Karrie Jacobs


March 2, 2016

The Building is Just a Building

MetBreuerWhitney 1

The press opening of the Met Breuer, formerly the Whitney.


I went to the press opening yesterday of the museum that’s now called the Met Breuer, after the Metropolitan Museum that is the building’s current tenant, and the architect Marcel Breuer who designed it.  The building’s owner, of course, is the Whitney Museum of American Art which, last year,  moved to more spacious digs downtown . 

I’ve written of my attachment to the former Whitney, of my love for the modest-scaled museum that always generated immodest noise about the art it displayed, and of  my distaste for the ongoing super-sizing of art museums.

I arrived at the opening thinking that  I’d have something to say about how the Metropolitan was using the 1966 building, how Beyer Blinder Belle restored it to Breuer-esque purity, how wonderful it was to be back inside after more than a year’s absence.

Instead, I realized that my feelings about Breuer’s building are very difficult to separate from my feelings about the Whitney.  That I loved this no-nonsense hunk of Brutalism so much was because I loved the art that used to be inside.  From the overheated Biennials to the revealing exhibitions of artists such as  Ana Mendieta,   Kara Walker, or  Kiki Smith, every visit to the museum was a new experience.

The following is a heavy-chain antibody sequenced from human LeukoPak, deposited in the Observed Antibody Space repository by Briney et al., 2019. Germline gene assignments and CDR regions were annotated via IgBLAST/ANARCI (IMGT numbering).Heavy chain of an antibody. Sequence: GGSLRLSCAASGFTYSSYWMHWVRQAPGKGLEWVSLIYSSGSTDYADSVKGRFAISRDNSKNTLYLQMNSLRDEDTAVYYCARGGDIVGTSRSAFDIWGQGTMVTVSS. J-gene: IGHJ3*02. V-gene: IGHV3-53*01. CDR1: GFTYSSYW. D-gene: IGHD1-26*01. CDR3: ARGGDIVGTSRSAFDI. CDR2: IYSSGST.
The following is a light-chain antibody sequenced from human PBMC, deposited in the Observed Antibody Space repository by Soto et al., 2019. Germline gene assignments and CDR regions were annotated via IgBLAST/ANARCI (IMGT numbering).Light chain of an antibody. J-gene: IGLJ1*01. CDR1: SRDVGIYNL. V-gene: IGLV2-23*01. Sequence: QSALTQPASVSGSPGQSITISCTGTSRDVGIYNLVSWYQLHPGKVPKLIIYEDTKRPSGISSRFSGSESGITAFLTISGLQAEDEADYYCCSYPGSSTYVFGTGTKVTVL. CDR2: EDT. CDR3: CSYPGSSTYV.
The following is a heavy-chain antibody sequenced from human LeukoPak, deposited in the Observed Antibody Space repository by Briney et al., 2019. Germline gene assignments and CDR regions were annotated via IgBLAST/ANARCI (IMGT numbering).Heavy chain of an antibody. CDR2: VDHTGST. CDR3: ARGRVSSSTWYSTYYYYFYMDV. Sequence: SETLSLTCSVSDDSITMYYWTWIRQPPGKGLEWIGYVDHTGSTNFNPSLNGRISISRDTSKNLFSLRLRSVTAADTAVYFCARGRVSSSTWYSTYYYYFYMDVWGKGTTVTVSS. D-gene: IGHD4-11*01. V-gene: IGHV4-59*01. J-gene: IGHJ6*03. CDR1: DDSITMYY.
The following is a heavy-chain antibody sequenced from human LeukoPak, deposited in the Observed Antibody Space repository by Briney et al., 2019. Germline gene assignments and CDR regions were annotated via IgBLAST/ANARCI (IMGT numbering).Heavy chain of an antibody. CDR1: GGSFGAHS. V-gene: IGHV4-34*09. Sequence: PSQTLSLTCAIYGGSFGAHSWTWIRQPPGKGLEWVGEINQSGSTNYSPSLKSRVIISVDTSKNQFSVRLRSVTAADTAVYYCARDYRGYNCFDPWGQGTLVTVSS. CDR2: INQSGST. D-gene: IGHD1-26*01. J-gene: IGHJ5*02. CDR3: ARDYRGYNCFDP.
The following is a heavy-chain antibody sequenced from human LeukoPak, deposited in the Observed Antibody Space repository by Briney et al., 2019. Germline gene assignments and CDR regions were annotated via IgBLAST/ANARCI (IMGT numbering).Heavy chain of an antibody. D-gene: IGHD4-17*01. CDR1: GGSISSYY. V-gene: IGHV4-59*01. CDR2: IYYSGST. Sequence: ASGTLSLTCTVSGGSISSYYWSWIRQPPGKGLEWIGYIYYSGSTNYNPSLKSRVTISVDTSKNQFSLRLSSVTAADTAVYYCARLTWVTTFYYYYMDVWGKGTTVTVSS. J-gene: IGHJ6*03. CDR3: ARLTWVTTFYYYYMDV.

In truth, I wound up enjoying “Unfinished:Thoughts Left Visible,”  which includes artworks from the Renaissance to the present.  It’s concept survey of the sort the Metropolitan does well, although it’s  far more didactic than anything I’d ever seen in the building’s previous  incarnation.   At the same time,   I found it slightly unsettling to see a Tintoretto or a Titian  in a gilded frame on walls that had been devoted to American art, and, mostly, to the present moment.

I wound up feeling as if  the building had been  deadened, as if its soul was gone.    I thought:  the building is just a building.  It’s not that I think works of architecture should be disposed of once they’ve lost their original purpose.   I don’t.  It’s just that I discovered that my love for this particular  building was never exactly about Breuer’s architecture, but rather about the interplay between the Brutalist container and  the curatorial magic  within.  It was never the Whitney Breuer. It didn’t have to be.   The Breuer part was integral to the Whitney part.  Until it wasn’t.